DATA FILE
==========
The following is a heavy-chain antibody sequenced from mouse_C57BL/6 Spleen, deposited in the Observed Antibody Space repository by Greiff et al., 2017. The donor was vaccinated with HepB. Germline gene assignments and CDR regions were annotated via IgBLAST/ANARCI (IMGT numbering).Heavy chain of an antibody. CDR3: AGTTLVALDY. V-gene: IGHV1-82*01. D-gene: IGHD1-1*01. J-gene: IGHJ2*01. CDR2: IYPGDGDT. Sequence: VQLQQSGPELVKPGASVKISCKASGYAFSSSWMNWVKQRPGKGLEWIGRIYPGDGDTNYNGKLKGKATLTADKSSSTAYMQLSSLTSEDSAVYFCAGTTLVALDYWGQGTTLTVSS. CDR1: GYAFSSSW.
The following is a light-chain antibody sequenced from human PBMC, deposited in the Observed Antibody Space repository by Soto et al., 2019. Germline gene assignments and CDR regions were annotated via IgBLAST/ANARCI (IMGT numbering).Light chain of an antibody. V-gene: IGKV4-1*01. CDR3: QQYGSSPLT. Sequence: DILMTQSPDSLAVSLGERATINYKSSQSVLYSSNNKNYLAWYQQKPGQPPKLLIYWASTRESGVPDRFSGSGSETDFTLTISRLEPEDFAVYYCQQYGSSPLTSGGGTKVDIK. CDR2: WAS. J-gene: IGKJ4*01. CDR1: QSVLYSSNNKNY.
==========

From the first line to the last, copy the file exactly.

The following is a heavy-chain antibody sequenced from mouse_C57BL/6 Spleen, deposited in the Observed Antibody Space repository by Greiff et al., 2017. The donor was vaccinated with HepB. Germline gene assignments and CDR regions were annotated via IgBLAST/ANARCI (IMGT numbering).Heavy chain of an antibody. CDR3: AGTTLVALDY. V-gene: IGHV1-82*01. D-gene: IGHD1-1*01. J-gene: IGHJ2*01. CDR2: IYPGDGDT. Sequence: VQLQQSGPELVKPGASVKISCKASGYAFSSSWMNWVKQRPGKGLEWIGRIYPGDGDTNYNGKLKGKATLTADKSSSTAYMQLSSLTSEDSAVYFCAGTTLVALDYWGQGTTLTVSS. CDR1: GYAFSSSW.
The following is a light-chain antibody sequenced from human PBMC, deposited in the Observed Antibody Space repository by Soto et al., 2019. Germline gene assignments and CDR regions were annotated via IgBLAST/ANARCI (IMGT numbering).Light chain of an antibody. V-gene: IGKV4-1*01. CDR3: QQYGSSPLT. Sequence: DILMTQSPDSLAVSLGERATINYKSSQSVLYSSNNKNYLAWYQQKPGQPPKLLIYWASTRESGVPDRFSGSGSETDFTLTISRLEPEDFAVYYCQQYGSSPLTSGGGTKVDIK. CDR2: WAS. J-gene: IGKJ4*01. CDR1: QSVLYSSNNKNY.